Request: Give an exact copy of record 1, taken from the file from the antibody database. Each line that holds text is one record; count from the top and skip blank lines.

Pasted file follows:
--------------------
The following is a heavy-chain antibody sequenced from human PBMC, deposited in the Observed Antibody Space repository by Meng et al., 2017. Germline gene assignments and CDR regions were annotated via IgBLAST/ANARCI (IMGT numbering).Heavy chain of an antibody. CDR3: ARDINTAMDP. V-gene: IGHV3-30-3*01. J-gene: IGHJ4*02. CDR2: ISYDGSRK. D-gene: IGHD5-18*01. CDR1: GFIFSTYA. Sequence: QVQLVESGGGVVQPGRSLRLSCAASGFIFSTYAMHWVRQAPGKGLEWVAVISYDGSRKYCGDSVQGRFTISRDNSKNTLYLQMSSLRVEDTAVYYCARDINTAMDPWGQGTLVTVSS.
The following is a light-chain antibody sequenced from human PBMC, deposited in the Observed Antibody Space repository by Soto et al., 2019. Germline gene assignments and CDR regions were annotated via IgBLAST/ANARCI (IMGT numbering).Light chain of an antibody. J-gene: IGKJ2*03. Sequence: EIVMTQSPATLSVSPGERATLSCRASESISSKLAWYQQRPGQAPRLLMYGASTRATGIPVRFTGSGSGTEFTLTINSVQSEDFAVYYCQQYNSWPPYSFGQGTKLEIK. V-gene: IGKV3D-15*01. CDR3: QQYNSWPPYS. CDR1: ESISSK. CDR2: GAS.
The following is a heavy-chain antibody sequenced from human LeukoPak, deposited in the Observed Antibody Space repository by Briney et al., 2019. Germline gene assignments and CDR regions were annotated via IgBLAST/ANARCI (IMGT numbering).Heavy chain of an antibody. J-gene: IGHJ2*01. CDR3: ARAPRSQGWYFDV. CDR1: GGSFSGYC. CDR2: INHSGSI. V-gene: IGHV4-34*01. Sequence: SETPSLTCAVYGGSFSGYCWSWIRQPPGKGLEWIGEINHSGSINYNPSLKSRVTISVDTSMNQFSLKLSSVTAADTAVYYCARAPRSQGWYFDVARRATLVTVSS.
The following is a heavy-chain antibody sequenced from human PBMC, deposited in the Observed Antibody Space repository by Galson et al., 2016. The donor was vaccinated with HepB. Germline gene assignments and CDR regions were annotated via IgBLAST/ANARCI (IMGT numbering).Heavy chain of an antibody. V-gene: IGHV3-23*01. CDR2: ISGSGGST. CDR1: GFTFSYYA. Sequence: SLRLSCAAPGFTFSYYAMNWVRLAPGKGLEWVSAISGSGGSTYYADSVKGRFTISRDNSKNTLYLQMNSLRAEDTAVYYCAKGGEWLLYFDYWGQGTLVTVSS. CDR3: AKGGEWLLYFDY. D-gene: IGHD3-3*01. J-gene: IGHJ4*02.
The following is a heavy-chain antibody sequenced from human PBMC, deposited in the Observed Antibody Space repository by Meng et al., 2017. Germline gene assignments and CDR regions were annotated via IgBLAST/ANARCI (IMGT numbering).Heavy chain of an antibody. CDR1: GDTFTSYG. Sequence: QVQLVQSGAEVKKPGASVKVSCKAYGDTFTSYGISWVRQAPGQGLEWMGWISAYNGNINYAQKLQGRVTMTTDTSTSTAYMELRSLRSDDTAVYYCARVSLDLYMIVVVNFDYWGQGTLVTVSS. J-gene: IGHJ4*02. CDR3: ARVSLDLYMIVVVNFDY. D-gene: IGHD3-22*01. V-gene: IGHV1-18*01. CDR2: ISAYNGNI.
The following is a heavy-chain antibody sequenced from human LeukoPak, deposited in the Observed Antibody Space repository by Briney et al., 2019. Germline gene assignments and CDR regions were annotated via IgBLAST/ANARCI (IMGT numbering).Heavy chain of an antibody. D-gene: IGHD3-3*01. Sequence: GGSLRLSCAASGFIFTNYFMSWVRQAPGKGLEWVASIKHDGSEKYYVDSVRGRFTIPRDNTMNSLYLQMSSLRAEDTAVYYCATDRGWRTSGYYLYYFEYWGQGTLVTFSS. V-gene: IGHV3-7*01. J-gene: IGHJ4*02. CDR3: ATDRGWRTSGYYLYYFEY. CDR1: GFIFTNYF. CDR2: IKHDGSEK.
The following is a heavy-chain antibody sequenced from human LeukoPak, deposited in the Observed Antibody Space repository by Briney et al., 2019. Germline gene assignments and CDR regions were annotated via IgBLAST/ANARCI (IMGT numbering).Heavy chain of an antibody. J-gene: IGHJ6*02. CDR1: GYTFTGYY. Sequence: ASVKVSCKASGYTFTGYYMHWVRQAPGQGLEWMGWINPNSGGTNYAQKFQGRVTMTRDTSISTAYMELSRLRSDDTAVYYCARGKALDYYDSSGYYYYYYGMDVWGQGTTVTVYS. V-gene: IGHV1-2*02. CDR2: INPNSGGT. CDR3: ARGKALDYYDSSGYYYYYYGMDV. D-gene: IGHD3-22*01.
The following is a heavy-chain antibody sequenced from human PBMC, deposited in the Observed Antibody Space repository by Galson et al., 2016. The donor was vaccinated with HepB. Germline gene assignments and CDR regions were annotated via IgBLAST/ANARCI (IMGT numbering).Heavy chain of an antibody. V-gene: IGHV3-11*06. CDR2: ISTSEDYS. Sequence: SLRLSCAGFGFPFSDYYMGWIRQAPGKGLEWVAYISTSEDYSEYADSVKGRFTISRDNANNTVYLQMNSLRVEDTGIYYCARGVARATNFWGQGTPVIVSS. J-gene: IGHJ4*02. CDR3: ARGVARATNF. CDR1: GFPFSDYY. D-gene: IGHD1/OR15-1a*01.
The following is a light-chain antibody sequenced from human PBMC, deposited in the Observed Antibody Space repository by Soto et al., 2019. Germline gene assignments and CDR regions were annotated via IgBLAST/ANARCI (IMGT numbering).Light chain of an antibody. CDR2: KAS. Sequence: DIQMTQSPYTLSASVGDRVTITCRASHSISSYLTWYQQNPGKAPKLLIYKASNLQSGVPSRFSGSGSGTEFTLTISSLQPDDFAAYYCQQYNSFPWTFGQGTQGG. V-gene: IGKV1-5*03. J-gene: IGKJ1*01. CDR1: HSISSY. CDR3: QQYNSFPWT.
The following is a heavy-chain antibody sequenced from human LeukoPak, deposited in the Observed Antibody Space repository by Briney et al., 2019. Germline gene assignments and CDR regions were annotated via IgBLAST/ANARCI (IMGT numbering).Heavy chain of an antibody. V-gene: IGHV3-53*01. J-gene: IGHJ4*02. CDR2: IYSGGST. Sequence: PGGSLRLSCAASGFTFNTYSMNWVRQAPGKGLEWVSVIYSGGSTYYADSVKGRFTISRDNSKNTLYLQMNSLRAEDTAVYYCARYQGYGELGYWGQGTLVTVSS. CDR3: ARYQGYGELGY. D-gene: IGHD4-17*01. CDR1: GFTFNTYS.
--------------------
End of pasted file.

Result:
The following is a heavy-chain antibody sequenced from human PBMC, deposited in the Observed Antibody Space repository by Meng et al., 2017. Germline gene assignments and CDR regions were annotated via IgBLAST/ANARCI (IMGT numbering).Heavy chain of an antibody. CDR3: ARDINTAMDP. V-gene: IGHV3-30-3*01. J-gene: IGHJ4*02. CDR2: ISYDGSRK. D-gene: IGHD5-18*01. CDR1: GFIFSTYA. Sequence: QVQLVESGGGVVQPGRSLRLSCAASGFIFSTYAMHWVRQAPGKGLEWVAVISYDGSRKYCGDSVQGRFTISRDNSKNTLYLQMSSLRVEDTAVYYCARDINTAMDPWGQGTLVTVSS.